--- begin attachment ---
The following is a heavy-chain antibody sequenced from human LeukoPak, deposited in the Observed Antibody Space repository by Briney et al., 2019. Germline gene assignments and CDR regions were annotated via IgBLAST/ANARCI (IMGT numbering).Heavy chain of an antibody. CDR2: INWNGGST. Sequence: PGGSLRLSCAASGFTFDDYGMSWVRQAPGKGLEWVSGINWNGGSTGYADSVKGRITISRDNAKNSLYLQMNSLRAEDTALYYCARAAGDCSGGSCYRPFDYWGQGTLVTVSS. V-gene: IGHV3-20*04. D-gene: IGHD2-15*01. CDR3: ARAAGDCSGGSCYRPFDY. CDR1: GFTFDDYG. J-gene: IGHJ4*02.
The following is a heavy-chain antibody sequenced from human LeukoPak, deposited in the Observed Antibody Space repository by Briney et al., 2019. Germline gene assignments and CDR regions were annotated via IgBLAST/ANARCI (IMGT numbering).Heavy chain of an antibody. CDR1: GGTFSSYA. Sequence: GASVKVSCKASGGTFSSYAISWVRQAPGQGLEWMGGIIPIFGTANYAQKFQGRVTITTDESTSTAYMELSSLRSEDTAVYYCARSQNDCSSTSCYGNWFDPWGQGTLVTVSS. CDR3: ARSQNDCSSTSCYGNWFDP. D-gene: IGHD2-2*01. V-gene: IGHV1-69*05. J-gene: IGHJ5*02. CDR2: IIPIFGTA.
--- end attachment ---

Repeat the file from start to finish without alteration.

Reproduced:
The following is a heavy-chain antibody sequenced from human LeukoPak, deposited in the Observed Antibody Space repository by Briney et al., 2019. Germline gene assignments and CDR regions were annotated via IgBLAST/ANARCI (IMGT numbering).Heavy chain of an antibody. CDR2: INWNGGST. Sequence: PGGSLRLSCAASGFTFDDYGMSWVRQAPGKGLEWVSGINWNGGSTGYADSVKGRITISRDNAKNSLYLQMNSLRAEDTALYYCARAAGDCSGGSCYRPFDYWGQGTLVTVSS. V-gene: IGHV3-20*04. D-gene: IGHD2-15*01. CDR3: ARAAGDCSGGSCYRPFDY. CDR1: GFTFDDYG. J-gene: IGHJ4*02.
The following is a heavy-chain antibody sequenced from human LeukoPak, deposited in the Observed Antibody Space repository by Briney et al., 2019. Germline gene assignments and CDR regions were annotated via IgBLAST/ANARCI (IMGT numbering).Heavy chain of an antibody. CDR1: GGTFSSYA. Sequence: GASVKVSCKASGGTFSSYAISWVRQAPGQGLEWMGGIIPIFGTANYAQKFQGRVTITTDESTSTAYMELSSLRSEDTAVYYCARSQNDCSSTSCYGNWFDPWGQGTLVTVSS. CDR3: ARSQNDCSSTSCYGNWFDP. D-gene: IGHD2-2*01. V-gene: IGHV1-69*05. J-gene: IGHJ5*02. CDR2: IIPIFGTA.